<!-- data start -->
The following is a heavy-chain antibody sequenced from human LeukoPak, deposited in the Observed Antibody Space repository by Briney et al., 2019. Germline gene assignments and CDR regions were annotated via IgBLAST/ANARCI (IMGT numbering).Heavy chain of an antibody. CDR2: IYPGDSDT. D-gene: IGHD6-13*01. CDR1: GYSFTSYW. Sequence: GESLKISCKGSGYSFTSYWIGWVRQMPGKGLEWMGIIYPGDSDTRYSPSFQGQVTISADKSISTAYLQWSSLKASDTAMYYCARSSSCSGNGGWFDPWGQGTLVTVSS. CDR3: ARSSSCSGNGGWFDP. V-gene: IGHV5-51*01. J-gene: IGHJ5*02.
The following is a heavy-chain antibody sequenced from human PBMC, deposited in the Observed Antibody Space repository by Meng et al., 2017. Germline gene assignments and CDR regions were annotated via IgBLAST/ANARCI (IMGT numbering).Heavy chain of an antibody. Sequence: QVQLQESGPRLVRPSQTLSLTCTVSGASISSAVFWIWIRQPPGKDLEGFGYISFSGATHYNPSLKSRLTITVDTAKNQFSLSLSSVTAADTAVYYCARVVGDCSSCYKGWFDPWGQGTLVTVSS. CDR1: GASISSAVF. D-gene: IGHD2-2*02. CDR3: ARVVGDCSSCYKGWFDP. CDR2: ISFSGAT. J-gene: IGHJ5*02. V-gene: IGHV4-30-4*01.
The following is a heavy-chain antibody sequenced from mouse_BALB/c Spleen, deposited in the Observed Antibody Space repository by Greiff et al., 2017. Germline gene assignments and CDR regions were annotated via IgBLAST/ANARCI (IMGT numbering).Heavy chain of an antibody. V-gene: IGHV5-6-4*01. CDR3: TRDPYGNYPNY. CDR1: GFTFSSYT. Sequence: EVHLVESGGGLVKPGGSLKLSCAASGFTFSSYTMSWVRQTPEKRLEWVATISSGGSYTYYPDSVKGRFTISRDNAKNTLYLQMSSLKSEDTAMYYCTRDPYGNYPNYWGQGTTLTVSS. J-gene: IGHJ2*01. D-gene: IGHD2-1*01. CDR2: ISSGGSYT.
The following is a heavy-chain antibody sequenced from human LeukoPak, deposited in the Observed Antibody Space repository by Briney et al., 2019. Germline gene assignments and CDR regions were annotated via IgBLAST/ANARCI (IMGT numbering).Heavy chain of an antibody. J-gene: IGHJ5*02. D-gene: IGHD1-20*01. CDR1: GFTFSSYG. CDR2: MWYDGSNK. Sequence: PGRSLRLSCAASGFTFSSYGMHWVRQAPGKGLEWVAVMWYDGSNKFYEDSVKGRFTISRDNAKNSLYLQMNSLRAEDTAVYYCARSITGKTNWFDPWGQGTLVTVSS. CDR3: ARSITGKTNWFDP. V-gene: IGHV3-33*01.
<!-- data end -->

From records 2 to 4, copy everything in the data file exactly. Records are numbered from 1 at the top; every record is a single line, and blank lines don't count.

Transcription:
The following is a heavy-chain antibody sequenced from human PBMC, deposited in the Observed Antibody Space repository by Meng et al., 2017. Germline gene assignments and CDR regions were annotated via IgBLAST/ANARCI (IMGT numbering).Heavy chain of an antibody. Sequence: QVQLQESGPRLVRPSQTLSLTCTVSGASISSAVFWIWIRQPPGKDLEGFGYISFSGATHYNPSLKSRLTITVDTAKNQFSLSLSSVTAADTAVYYCARVVGDCSSCYKGWFDPWGQGTLVTVSS. CDR1: GASISSAVF. D-gene: IGHD2-2*02. CDR3: ARVVGDCSSCYKGWFDP. CDR2: ISFSGAT. J-gene: IGHJ5*02. V-gene: IGHV4-30-4*01.
The following is a heavy-chain antibody sequenced from mouse_BALB/c Spleen, deposited in the Observed Antibody Space repository by Greiff et al., 2017. Germline gene assignments and CDR regions were annotated via IgBLAST/ANARCI (IMGT numbering).Heavy chain of an antibody. V-gene: IGHV5-6-4*01. CDR3: TRDPYGNYPNY. CDR1: GFTFSSYT. Sequence: EVHLVESGGGLVKPGGSLKLSCAASGFTFSSYTMSWVRQTPEKRLEWVATISSGGSYTYYPDSVKGRFTISRDNAKNTLYLQMSSLKSEDTAMYYCTRDPYGNYPNYWGQGTTLTVSS. J-gene: IGHJ2*01. D-gene: IGHD2-1*01. CDR2: ISSGGSYT.
The following is a heavy-chain antibody sequenced from human LeukoPak, deposited in the Observed Antibody Space repository by Briney et al., 2019. Germline gene assignments and CDR regions were annotated via IgBLAST/ANARCI (IMGT numbering).Heavy chain of an antibody. J-gene: IGHJ5*02. D-gene: IGHD1-20*01. CDR1: GFTFSSYG. CDR2: MWYDGSNK. Sequence: PGRSLRLSCAASGFTFSSYGMHWVRQAPGKGLEWVAVMWYDGSNKFYEDSVKGRFTISRDNAKNSLYLQMNSLRAEDTAVYYCARSITGKTNWFDPWGQGTLVTVSS. CDR3: ARSITGKTNWFDP. V-gene: IGHV3-33*01.